Let’s Use Hugh Hefner’s Death As An Opportunity To Remember Gloria Steinem’s Heroic Feminism by the Forward

Let’s Use Hugh Hefner’s Death As An Opportunity To Remember Gloria Steinem’s Heroic Feminism

Hugh Hefner. Once he was alive, but now he is dead. Was he a visionary, or a pajama-wearing caveman? A misogynist prick, or a champion of female sexuality? This column does not exist to get to the bottom of any of those questions. It exists to celebrate the fact that Hugh Hefner was not Jewish, but Gloria Steinem is.

Hugh Hefner was not a Jew. He was an old, shriveled man, sure. He had more money than God, yes. He had sex with and married young women on the public stage, with clear financial implications, that is true. But he was not a Jew. YOU DON’T WIN THIS TIME, ANTI-SEMITES.

Gloria Steinem, the 83-year old super-hot writer, activist, and revolutionary — now there’s a Jew. And while we send Mr. Hefner’s family sincere condolences, today seems like a perfect opportunity to honor the actions of a historic Jewish feminist who dared to question Hefner’s empire.

In 1963, feminist journalist Gloria Steinem went undercover and applied for a job at Hefner’s Playboy Mansion under the alias “Marie Catherine Ochs.” Marie was four years younger than Steinem and had dropped out of college. “Bunny?” asked the receptionist, as Steinem walked into her interview in character. “Take off your coat.”

“Show Magazine” published Steinem’s article as a two-part expose called “A Bunny’s Tale.” “What really goes on in their ‘glamorous and exciting world’?” her article asked. It billed her as a “Phi Beta Kappa, magna cum laude graduate of Smith College with the more obvious [qualities] of an ex-dancer and beauty queen.”

Steinem’s prose in the piece is crisp, cutting, and hysterically funny. She calls her butt her “untanned derriere.” She documents her false-eyelash fitting. She calls spending the day reading the “Bunny Bible” rulebook, “an informative Sunday.” Here is the definitive list of things she sees Bunny’s stuff in their bras to enlarge them: kleenex, dry cleaner’s bags, absorbent cotton, cut-up bunny tails, foam rubber, lamb’s wool, Kotex, silk scarves, and gym socks.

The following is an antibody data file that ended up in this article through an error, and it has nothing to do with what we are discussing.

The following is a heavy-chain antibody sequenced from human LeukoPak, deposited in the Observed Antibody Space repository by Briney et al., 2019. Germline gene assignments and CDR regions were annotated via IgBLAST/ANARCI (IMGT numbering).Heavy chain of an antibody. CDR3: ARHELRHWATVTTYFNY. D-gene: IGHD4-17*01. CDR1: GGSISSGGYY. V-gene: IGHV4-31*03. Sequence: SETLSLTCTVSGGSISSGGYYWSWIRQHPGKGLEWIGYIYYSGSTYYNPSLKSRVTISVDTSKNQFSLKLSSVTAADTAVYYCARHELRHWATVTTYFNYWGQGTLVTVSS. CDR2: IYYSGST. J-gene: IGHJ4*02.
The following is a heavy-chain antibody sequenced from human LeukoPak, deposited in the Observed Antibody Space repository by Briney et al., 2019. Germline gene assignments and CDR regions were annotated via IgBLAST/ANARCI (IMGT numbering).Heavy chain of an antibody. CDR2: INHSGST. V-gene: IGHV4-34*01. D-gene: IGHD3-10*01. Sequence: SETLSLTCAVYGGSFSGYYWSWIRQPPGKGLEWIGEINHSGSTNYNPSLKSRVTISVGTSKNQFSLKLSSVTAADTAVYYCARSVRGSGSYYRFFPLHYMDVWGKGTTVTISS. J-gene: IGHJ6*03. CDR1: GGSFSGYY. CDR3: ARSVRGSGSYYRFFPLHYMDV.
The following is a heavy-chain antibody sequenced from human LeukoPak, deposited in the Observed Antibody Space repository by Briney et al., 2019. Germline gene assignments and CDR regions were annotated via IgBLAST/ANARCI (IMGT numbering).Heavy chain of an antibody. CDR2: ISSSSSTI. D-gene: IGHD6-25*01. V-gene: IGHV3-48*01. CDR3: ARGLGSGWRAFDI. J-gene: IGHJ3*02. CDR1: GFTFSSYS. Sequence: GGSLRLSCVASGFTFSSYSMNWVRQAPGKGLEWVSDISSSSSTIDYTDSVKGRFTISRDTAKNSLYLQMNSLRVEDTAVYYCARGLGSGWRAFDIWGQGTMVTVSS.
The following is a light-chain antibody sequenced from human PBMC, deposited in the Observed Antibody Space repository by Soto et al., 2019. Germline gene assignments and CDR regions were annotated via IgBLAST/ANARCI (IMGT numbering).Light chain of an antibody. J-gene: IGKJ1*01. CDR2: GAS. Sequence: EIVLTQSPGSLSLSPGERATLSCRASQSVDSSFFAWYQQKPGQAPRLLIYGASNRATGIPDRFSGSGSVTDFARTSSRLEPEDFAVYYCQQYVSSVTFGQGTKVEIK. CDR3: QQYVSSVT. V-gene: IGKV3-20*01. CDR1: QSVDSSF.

The “Bunny Bible” teaches her this: don’t be “friendly” with the men at the club, because if they believe they can become “familiar,” a Bunny will not have “the aura of glamour.” Bunnies “must always appear gay and cheerful.” The bible details a complex “demerit” system, which affects Bunnys’ salaries. The system was illegal.

Working at the club, Steinem learned that a large percentage of her tips would be taken, and that she would be earning minimum wage. She was commanded not to meet men after work within two blocks of the club. She practiced introducing herself to clients by saying, “I am your Bunny Marie.”

“This time she allowed me to stuff my own bosom” begins one of the early lines of the second part of Steinem’s expose. The first night of her work as a Bunny, Steinem made hundreds of dollars in tips but was allowed to keep none of them. She reported a “welt” on her spine, caused by the tight costume. Limping, she left the building and was propositioned by a cab driver. “What’s the matter?” he said. “You work in there, don’t you?”

“Marie” is propositioned many more times in the article, in and out of the club. But the biggest takeaway is that Bunnys are underpaid and mistreated. Their tips are stolen and their wages go to pay for their uniforms and makeup, or they will be fired. Steinem was constantly in physical pain due to her costume. Some of the girls talk about unionizing but decide they don’t trust unions.

The “glamour” of the bunny lifestyle was nothing special after all. “All women are bunnies,” Steinem realizes.

And then she spent the rest of her life trying to make it another way.

You can read the whole piece here.

Jenny Singer is a writer for the Forward. You can reach her at Singer@forward.com or on Twitter @jeanvaljenny

Remembering Gloria Steinem As We Remember Hugh Hefner


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